Here's the latest on this story:
From My Northwest:
So far, the only response from the school district came in an email
saying they'll let Northwest Center know the next step after enrollment
numbers are in on March 7. By that time, Northwest Center will have
just three months left to figure out a plan.
From The Stranger Slog, now we have a Seattle legislator involved:
The Northwest Center understands that they may have to move, but is
asking for more time to find a suitable location for their
developmentally and physically disabled students, many of whom require a
facility that will accommodate their specific needs. SPS spokesperson
Teresa Wippel told me that the old Van Asselt school has been offered to
the Northwest Center, but Northwest Center President and CEO Tom
Everill says, "There is no offer of Van Asselt on the table—no
planning or site analysis has been done, and there are no applications
for construction permits or licensing."
It seems that neither group wants to be located anywhere but centrally. It makes sense but in the facilities landscape of SPS, not probable.
The aside to all this is reporter Danielle Henderson who I spoke with yesterday. She's new to Seattle, trying to understand the district and she asks the burning question:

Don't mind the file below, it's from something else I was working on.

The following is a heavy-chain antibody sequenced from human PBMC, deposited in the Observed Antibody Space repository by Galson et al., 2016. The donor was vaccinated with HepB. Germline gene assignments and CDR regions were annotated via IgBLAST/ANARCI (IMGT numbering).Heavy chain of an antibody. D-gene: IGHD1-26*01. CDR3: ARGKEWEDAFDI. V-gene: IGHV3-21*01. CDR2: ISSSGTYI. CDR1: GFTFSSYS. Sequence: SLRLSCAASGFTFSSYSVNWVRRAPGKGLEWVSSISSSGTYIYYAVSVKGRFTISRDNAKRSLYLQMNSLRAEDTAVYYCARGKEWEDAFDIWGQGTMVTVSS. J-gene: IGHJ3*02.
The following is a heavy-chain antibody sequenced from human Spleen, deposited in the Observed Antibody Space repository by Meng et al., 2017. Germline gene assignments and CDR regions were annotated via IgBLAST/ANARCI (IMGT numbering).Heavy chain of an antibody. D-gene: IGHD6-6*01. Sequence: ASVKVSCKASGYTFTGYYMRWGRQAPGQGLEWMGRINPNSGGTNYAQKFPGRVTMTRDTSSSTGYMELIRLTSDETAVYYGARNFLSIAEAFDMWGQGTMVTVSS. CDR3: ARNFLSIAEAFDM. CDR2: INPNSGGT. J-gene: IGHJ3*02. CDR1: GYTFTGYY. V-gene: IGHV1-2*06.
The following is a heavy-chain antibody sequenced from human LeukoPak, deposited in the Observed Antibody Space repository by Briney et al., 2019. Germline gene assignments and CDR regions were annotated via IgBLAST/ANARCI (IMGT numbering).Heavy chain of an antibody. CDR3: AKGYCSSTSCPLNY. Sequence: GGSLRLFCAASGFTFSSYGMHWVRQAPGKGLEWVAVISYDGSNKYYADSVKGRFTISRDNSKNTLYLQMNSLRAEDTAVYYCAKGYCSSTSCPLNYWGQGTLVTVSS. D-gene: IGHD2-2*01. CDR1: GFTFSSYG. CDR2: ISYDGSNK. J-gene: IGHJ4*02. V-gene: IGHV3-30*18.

I can't help but wonder—does Seattle Public Schools have a longterm plan or have any idea how to manage their demographics?
Here's what Rep Reuven Carlyle, whose district falls in the Queen Anne region, had to say:
He acknowledges that the district is facing a crisis of facilities
because of overcrowding, but when it comes to SPS' treatment of the
Northwest Center he gives them a failing grade:
"It’s been an F- when it comes to open, transparent community engagement and communications"
The legislative delegation had approved and then rescinded a $10 million
capital budget request to renovate the North Queen Anne location once
they found out how the funds were going to be used:
Rep. Carlyle and the legislative delegation are instead asking for $20
million to refurbish and reopen the Magnolia school, which can handle
400-500 students and help with the growing population, and an additional
$5 million for an additional school building. "We’d rather
invest $20 million in a very large, important vacant building that can
be part of longterm 20 year plan than invest $10 million in a short
term, stopgap facility that doesn’t help."
He is also thoughtful in his messaging:
Rep. Carlyle realizes the struggle the district is facing and commends
them for trying to find a solution, saying "No one is criticizing their
stress around managing an explosion of growth—that's a hard job. The
question is are they going into this with a sense of community engagement that our city demands?"
He also urges for a strategic approach, which Seattle Public Schools
doesn't appear to have right now. Carlyle says the issue is the system,
not the buildings currently being contested. "The district has
unbelievable turnover, and the management of the demographics has been subpar."
Not good. Not good at all. I'm surprised the Board hasn't publicly weighed in but then, the Board is in a bit of flux (and, of course, does not want to get browbeaten for "interfering.")